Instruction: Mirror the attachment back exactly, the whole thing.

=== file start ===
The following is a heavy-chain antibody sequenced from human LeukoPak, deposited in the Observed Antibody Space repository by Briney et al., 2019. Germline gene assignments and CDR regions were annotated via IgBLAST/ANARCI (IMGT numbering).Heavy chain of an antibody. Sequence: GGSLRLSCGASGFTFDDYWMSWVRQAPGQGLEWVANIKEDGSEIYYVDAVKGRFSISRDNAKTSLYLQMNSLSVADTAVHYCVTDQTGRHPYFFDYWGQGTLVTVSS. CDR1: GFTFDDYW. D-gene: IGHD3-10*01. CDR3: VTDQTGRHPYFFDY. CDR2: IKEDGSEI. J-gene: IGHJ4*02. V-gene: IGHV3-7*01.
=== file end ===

The following is a heavy-chain antibody sequenced from human LeukoPak, deposited in the Observed Antibody Space repository by Briney et al., 2019. Germline gene assignments and CDR regions were annotated via IgBLAST/ANARCI (IMGT numbering).Heavy chain of an antibody. Sequence: GGSLRLSCGASGFTFDDYWMSWVRQAPGQGLEWVANIKEDGSEIYYVDAVKGRFSISRDNAKTSLYLQMNSLSVADTAVHYCVTDQTGRHPYFFDYWGQGTLVTVSS. CDR1: GFTFDDYW. D-gene: IGHD3-10*01. CDR3: VTDQTGRHPYFFDY. CDR2: IKEDGSEI. J-gene: IGHJ4*02. V-gene: IGHV3-7*01.